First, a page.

Dean Nelson, community and media relations director for Gay Whistler, told The
Province he hopes that the
Houses will help to open talks
about homophobia.
LIQUOR STORES CLOSED
EARLY ON WEEKEND
Liquor stores were ordered to
be closed at 7pm on Saturday
and Sunday after the VPD saw
an extensive amount of public drunkenness in the streets
on Friday.
According to CTV, approximately 150,000 people wandered around the streets of
Vancouver Friday night, where
approximately 40 arrests for
intoxication-related incidents
were reported, doubling that
of the usual on Friday nights.
"Vancouver Police will continue to monitor the situation and,
if need be, will ask for further
closures in coming days," read a
VPD press release. 2/UBYSSEY.CA/EVENTS/2010.02.22
FEBRUARY 22, 2010
VOLUME XCI,   N°XLIII
EDITORIAL
COORDINATING EDITOR
Paul Bucci: coordinating@ubyssey.ca
NEWS EDITOR
Samantha Jung: news@ubyssey.ca
ASSOCIATE NEWS EDITOR
Sarah Chung: schung@ubyssey. ca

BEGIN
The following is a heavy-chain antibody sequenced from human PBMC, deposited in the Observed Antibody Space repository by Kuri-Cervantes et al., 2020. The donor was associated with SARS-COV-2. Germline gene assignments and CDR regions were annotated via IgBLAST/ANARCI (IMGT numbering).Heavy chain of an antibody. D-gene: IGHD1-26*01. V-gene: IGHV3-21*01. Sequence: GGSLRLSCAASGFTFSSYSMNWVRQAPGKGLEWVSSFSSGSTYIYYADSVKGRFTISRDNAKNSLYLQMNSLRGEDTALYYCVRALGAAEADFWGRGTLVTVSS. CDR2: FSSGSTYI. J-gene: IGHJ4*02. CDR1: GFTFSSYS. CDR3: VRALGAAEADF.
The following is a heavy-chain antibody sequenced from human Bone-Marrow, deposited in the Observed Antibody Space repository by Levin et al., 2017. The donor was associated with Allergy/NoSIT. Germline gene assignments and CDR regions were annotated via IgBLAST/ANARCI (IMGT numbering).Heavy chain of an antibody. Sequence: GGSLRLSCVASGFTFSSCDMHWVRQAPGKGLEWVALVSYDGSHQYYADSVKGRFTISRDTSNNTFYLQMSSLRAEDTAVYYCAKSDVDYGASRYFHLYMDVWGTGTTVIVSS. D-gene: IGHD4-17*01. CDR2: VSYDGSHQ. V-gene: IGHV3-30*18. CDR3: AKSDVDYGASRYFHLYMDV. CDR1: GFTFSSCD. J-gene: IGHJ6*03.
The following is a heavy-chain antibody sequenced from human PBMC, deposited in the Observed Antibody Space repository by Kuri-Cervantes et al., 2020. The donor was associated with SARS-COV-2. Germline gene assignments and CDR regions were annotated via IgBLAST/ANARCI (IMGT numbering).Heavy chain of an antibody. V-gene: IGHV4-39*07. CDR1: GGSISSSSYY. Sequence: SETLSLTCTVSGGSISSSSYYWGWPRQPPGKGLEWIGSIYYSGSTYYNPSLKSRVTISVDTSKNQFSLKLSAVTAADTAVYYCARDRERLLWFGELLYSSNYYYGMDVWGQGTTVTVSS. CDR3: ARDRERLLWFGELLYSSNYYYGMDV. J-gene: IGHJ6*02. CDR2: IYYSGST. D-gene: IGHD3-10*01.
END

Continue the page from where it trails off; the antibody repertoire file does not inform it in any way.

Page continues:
CULTURE EDITOR
Kate Barbaria : culture@ubyssey.ca
ASSOCIATE CULTURE EDITOR
Jonny Wakefield: jwakejield@ubyssey.ca
SPORTS EDITOR
Justin McElroy : sports@ubyssey.ca
IDEAS EDITOR
Trevor Record: ideas@ubyssey.ca
PHOTO EDITOR
GeraldDeo :photos@ubyssey.ca
GRAPHICS ASSISTANT
Anthony Goertz: graphics@ubyssey.ca
PRODUCTION MANAGER
Virginie Menard: production @ubyssey. ca
COPY EDITOR
Katarina Grgic: copy@ubyssey.ca
MULTIMEDIA EDITOR
Tara Martellaro : 7nultimedia@ubyssey.ca
CONTRIBUTING EDITOR
Ashley Whillans : awhillans@ubyssey.ca
Room 24, Student Union Building
6138 Student Union Boulevard
Vancouver, BCV6T lZl
tel: 604.822.2301
web: www.ubyssey.ca
e-mail: feedback @ubyssey. ca
BUSINESS
Room 23, Student Union Building
advertising: 604.822.1654
business office: 604.822.6681
fax: 604.822.1658
e-mail: advertising@ubyssey. ca
BUSINESS MANAGER : Fernie Pereira
AD TRAFFIC : Sabrina Marchand
AD DESIGN : Chibwe Mweene
LEGAL
The Ubyssey is the official student newspaper of
the University of British Columbia. It is published